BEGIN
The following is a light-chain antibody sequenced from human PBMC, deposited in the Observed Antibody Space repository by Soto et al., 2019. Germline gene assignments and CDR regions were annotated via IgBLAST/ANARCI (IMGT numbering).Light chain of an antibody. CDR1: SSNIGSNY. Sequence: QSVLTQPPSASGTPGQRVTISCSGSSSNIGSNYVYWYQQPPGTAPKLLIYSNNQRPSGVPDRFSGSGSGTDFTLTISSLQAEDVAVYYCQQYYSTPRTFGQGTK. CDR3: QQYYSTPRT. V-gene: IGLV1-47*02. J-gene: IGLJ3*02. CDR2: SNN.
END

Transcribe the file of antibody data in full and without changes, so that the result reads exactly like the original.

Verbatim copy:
The following is a light-chain antibody sequenced from human PBMC, deposited in the Observed Antibody Space repository by Soto et al., 2019. Germline gene assignments and CDR regions were annotated via IgBLAST/ANARCI (IMGT numbering).Light chain of an antibody. CDR1: SSNIGSNY. Sequence: QSVLTQPPSASGTPGQRVTISCSGSSSNIGSNYVYWYQQPPGTAPKLLIYSNNQRPSGVPDRFSGSGSGTDFTLTISSLQAEDVAVYYCQQYYSTPRTFGQGTK. CDR3: QQYYSTPRT. V-gene: IGLV1-47*02. J-gene: IGLJ3*02. CDR2: SNN.